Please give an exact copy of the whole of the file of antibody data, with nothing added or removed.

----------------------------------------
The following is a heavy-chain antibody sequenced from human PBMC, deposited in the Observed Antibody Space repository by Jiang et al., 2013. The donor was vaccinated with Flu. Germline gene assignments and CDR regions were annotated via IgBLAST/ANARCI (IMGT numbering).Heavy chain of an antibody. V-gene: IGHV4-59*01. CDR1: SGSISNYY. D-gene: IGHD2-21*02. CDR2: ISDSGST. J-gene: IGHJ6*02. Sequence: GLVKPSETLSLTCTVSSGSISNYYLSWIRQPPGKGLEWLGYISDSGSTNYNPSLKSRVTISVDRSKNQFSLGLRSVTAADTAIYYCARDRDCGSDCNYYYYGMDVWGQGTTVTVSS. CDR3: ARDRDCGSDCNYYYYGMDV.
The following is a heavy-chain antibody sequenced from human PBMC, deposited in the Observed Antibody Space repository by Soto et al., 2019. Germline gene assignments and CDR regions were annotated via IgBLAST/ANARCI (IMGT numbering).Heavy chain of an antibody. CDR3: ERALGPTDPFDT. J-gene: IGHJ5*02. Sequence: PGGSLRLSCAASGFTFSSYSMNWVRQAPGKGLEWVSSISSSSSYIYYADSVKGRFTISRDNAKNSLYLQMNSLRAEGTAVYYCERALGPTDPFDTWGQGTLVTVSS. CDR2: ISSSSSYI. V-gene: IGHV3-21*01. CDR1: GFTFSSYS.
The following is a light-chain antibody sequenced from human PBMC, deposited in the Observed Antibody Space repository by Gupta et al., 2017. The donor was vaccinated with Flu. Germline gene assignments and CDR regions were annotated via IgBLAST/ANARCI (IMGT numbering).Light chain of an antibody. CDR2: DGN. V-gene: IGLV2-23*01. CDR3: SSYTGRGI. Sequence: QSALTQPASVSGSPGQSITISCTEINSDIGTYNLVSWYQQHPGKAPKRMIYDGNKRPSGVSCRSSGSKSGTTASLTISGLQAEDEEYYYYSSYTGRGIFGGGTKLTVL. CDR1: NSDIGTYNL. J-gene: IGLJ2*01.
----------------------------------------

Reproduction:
The following is a heavy-chain antibody sequenced from human PBMC, deposited in the Observed Antibody Space repository by Jiang et al., 2013. The donor was vaccinated with Flu. Germline gene assignments and CDR regions were annotated via IgBLAST/ANARCI (IMGT numbering).Heavy chain of an antibody. V-gene: IGHV4-59*01. CDR1: SGSISNYY. D-gene: IGHD2-21*02. CDR2: ISDSGST. J-gene: IGHJ6*02. Sequence: GLVKPSETLSLTCTVSSGSISNYYLSWIRQPPGKGLEWLGYISDSGSTNYNPSLKSRVTISVDRSKNQFSLGLRSVTAADTAIYYCARDRDCGSDCNYYYYGMDVWGQGTTVTVSS. CDR3: ARDRDCGSDCNYYYYGMDV.
The following is a heavy-chain antibody sequenced from human PBMC, deposited in the Observed Antibody Space repository by Soto et al., 2019. Germline gene assignments and CDR regions were annotated via IgBLAST/ANARCI (IMGT numbering).Heavy chain of an antibody. CDR3: ERALGPTDPFDT. J-gene: IGHJ5*02. Sequence: PGGSLRLSCAASGFTFSSYSMNWVRQAPGKGLEWVSSISSSSSYIYYADSVKGRFTISRDNAKNSLYLQMNSLRAEGTAVYYCERALGPTDPFDTWGQGTLVTVSS. CDR2: ISSSSSYI. V-gene: IGHV3-21*01. CDR1: GFTFSSYS.
The following is a light-chain antibody sequenced from human PBMC, deposited in the Observed Antibody Space repository by Gupta et al., 2017. The donor was vaccinated with Flu. Germline gene assignments and CDR regions were annotated via IgBLAST/ANARCI (IMGT numbering).Light chain of an antibody. CDR2: DGN. V-gene: IGLV2-23*01. CDR3: SSYTGRGI. Sequence: QSALTQPASVSGSPGQSITISCTEINSDIGTYNLVSWYQQHPGKAPKRMIYDGNKRPSGVSCRSSGSKSGTTASLTISGLQAEDEEYYYYSSYTGRGIFGGGTKLTVL. CDR1: NSDIGTYNL. J-gene: IGLJ2*01.